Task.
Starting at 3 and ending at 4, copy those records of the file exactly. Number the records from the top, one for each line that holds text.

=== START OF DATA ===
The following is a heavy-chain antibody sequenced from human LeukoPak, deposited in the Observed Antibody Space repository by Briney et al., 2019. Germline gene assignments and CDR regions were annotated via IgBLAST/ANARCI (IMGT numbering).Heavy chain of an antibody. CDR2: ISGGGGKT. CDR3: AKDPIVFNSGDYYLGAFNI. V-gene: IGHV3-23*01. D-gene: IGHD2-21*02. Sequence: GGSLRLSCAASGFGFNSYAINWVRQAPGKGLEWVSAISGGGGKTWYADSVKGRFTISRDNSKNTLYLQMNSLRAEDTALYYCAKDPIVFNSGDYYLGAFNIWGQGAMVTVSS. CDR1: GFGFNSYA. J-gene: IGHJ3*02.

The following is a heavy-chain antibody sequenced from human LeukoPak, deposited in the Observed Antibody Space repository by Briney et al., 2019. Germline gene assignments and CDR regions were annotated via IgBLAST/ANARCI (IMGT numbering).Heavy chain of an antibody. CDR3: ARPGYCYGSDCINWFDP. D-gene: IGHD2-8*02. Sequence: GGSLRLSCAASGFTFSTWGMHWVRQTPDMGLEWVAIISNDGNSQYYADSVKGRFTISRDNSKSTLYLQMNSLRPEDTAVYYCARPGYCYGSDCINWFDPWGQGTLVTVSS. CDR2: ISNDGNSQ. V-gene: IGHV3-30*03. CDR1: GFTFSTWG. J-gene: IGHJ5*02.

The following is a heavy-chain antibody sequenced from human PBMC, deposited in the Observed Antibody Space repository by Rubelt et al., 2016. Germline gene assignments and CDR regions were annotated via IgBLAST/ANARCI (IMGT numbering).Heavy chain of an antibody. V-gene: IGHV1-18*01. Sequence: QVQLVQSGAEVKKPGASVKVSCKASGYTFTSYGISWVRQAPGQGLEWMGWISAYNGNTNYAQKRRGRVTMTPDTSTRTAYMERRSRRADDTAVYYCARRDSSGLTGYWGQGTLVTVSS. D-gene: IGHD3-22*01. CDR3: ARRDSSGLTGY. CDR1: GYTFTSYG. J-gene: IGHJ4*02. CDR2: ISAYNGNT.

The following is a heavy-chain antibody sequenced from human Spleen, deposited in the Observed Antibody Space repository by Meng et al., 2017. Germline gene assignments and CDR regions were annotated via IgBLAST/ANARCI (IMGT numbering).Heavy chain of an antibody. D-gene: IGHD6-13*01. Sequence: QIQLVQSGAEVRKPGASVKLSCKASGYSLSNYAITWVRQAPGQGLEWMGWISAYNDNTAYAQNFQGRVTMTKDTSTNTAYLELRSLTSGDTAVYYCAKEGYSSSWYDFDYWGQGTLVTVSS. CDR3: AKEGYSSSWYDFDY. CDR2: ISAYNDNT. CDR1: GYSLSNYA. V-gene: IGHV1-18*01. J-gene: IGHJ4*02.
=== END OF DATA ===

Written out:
The following is a heavy-chain antibody sequenced from human PBMC, deposited in the Observed Antibody Space repository by Rubelt et al., 2016. Germline gene assignments and CDR regions were annotated via IgBLAST/ANARCI (IMGT numbering).Heavy chain of an antibody. V-gene: IGHV1-18*01. Sequence: QVQLVQSGAEVKKPGASVKVSCKASGYTFTSYGISWVRQAPGQGLEWMGWISAYNGNTNYAQKRRGRVTMTPDTSTRTAYMERRSRRADDTAVYYCARRDSSGLTGYWGQGTLVTVSS. D-gene: IGHD3-22*01. CDR3: ARRDSSGLTGY. CDR1: GYTFTSYG. J-gene: IGHJ4*02. CDR2: ISAYNGNT.

The following is a heavy-chain antibody sequenced from human Spleen, deposited in the Observed Antibody Space repository by Meng et al., 2017. Germline gene assignments and CDR regions were annotated via IgBLAST/ANARCI (IMGT numbering).Heavy chain of an antibody. D-gene: IGHD6-13*01. Sequence: QIQLVQSGAEVRKPGASVKLSCKASGYSLSNYAITWVRQAPGQGLEWMGWISAYNDNTAYAQNFQGRVTMTKDTSTNTAYLELRSLTSGDTAVYYCAKEGYSSSWYDFDYWGQGTLVTVSS. CDR3: AKEGYSSSWYDFDY. CDR2: ISAYNDNT. CDR1: GYSLSNYA. V-gene: IGHV1-18*01. J-gene: IGHJ4*02.